And so, yes, Autumn, the latest Ali Smith book, long-listed for the Booker Prize for some fucking reason. I've never read Smith before, and thought if this was any good, then I'd have someone with a backlist to catch up on, and a further three books in her current cycle of seasonally named titles. Well, I can save my money, as 'Autumn' is utter fucking crap. On the plus side, the big print and slim page count meant that it only took me about two hours to read, but I'm pretty sure that that's roughly how long it took her to write it, too. It literally reads as if she just wrote down the first thing that came into her head at any given point. I don't mind a novel not having a coherent narrative if there's some kind of point to it, but this was just page after page of absolute drivel.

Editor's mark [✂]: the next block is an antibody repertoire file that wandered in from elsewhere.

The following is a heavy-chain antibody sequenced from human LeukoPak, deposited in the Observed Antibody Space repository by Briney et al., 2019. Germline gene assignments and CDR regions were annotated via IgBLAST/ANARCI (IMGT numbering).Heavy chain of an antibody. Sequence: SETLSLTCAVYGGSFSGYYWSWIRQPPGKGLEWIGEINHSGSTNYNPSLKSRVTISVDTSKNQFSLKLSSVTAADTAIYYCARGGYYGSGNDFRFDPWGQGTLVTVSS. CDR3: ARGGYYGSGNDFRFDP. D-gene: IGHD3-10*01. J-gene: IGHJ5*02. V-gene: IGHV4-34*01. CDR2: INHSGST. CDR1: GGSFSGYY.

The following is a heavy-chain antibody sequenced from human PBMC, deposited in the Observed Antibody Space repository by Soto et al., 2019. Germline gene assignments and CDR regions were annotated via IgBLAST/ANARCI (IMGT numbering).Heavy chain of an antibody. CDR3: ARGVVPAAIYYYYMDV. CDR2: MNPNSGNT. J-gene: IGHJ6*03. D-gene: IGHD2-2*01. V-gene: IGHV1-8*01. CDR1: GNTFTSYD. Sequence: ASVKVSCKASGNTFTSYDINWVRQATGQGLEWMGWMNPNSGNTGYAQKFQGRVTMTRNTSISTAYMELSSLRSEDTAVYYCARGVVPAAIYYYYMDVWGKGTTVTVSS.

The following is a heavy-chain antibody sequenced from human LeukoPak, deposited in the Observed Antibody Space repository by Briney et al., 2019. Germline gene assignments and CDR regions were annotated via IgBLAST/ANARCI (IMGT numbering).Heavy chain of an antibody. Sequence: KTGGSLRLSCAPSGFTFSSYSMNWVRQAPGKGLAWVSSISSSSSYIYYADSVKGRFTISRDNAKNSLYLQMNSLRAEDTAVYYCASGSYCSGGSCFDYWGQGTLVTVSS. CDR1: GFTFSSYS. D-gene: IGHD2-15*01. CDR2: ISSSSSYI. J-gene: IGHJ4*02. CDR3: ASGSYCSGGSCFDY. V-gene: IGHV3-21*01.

I suppose, on the plus side, she doesn't at any point indulge in my least favourite literary conceit of having whole chapters in italics, but she does succumb to my second least favourite, of endless, pointless lists which seem to be there merely to pad out the page count. One chapter is literally a list of sentences beginning 'All across the country...' followed by something that happened on Brexit day. They'd probably call it stream of consciousness, I call it a stream of watery diahorrea. Penguin will obviously publish any old shit now as long as it's got a name attached to it. If this makes the Booker shortlist over Auster or Roy, I'll be pissed off.